Paragraph 2: Oh, no. How did you find out? How did you do it? I can't reveal my sources. Oh, okay. So it was a leak. A leak. That's all good. When it was someone, you know how someone actually had found out? This was, I was shocked because I thought it was pretty good at this, right? But someone, what they did was they saw the lawyer I used to trademark the card dealership guy, logo. And then they looked at other trademarks by that lawyer and they saw my prior company. And so they put two and two together. Like I was like, wow. I was like, that is creative. So anyways, that was a funny one.

Paragraph 3: Well, I appreciate you being so supportive and, you know, really engaging with the brands. Really awesome. Honestly, it's, you know, what you're doing is great for us because there's not a lot of good source, you know, to get good information. I can't tell you how many times in our management meeting, I've, you know, showed something or a stat that you brought up and I actually thought it was funny the other day. I know you did a pod about stolen vehicles or something. And in my email box, like the next day is one of the industry publications and the headline is stolen. I'm like, they're just, they just ripped that off. Pretty much, you know, so it's a Senate today. I want to see that. You probably should have thought it out there. So I will.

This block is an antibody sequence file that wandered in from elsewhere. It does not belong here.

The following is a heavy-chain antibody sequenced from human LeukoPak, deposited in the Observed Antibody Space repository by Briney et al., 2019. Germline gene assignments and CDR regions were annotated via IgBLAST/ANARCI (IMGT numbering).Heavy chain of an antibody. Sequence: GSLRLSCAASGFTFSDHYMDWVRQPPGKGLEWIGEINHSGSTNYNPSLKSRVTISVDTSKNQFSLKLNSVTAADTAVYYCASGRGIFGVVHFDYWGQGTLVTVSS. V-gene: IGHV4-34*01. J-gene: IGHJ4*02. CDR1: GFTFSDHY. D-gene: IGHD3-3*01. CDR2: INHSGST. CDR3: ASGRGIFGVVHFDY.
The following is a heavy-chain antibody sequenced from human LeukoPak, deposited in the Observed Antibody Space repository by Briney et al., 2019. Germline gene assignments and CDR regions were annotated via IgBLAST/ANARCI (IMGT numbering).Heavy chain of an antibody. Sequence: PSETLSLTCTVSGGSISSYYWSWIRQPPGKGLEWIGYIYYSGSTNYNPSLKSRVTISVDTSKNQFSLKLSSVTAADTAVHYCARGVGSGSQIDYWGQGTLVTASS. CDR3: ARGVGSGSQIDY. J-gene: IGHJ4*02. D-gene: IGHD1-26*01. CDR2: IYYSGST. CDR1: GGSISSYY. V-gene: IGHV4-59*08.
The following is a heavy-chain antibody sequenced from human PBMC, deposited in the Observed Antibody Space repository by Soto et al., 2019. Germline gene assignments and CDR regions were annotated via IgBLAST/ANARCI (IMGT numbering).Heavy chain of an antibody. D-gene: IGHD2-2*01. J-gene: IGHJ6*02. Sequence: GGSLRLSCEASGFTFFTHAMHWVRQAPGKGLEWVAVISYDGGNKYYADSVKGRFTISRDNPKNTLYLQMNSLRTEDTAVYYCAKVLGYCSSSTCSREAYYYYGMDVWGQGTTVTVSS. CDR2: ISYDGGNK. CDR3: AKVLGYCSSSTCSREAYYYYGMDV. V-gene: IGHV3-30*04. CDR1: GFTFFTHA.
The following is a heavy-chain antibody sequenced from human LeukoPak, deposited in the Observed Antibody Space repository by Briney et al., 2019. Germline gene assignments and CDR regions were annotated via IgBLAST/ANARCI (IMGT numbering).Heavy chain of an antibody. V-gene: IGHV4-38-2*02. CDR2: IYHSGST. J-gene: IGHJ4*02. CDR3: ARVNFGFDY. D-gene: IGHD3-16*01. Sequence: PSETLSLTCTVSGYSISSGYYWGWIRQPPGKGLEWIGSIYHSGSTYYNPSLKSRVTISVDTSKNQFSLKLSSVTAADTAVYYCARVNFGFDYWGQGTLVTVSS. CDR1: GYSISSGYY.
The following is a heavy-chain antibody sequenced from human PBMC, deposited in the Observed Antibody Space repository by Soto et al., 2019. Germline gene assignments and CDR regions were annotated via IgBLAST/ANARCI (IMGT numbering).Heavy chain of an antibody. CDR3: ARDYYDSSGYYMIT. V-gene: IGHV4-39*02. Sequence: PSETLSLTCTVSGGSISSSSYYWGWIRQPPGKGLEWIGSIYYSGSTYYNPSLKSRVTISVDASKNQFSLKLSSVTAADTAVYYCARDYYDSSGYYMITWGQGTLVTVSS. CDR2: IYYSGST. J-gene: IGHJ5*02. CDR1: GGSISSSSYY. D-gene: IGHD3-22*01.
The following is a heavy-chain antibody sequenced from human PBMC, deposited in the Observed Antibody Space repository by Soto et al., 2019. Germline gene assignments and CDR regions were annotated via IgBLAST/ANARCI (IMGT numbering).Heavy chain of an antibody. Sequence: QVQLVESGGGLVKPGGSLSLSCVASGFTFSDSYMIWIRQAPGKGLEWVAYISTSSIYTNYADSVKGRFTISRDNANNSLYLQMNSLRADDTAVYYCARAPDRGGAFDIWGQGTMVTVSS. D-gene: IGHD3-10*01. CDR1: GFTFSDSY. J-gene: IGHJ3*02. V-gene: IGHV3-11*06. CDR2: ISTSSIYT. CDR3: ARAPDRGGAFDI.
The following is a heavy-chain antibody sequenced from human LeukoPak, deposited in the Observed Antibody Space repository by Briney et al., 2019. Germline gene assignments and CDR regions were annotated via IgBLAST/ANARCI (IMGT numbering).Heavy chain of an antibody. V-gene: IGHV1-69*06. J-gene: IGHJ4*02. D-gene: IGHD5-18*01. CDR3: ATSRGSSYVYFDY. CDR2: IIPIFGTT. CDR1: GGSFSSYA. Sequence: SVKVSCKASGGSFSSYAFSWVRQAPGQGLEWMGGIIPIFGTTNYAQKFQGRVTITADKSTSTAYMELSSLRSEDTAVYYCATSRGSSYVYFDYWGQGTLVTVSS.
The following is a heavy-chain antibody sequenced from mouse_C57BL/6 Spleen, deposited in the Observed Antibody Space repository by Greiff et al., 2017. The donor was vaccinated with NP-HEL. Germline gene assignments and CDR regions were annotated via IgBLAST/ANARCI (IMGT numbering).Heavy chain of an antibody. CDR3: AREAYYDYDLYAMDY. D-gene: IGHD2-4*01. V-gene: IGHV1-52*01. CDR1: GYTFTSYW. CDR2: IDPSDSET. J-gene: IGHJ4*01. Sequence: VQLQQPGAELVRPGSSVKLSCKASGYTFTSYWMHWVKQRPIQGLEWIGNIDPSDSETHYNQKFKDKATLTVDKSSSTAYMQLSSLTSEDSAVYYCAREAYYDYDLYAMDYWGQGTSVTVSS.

Paragraph 4: Yeah, I will. I will. I will train for the, for the, you know, the topics in the industry and really. And yeah, there's definitely a lot of, you know, definitely sets in discourse. So something that's interesting. I will give a plug to, I know you're talking about Melissa from LoJack, but something interesting that I learned the other day and I'll give a shout out to Eastern Motors for this. But they told me that they basically put the LoJack device on every vehicle because super interesting. It's considered a back end product that cannot be charged back to the dealer. And so it's almost like treated like front end.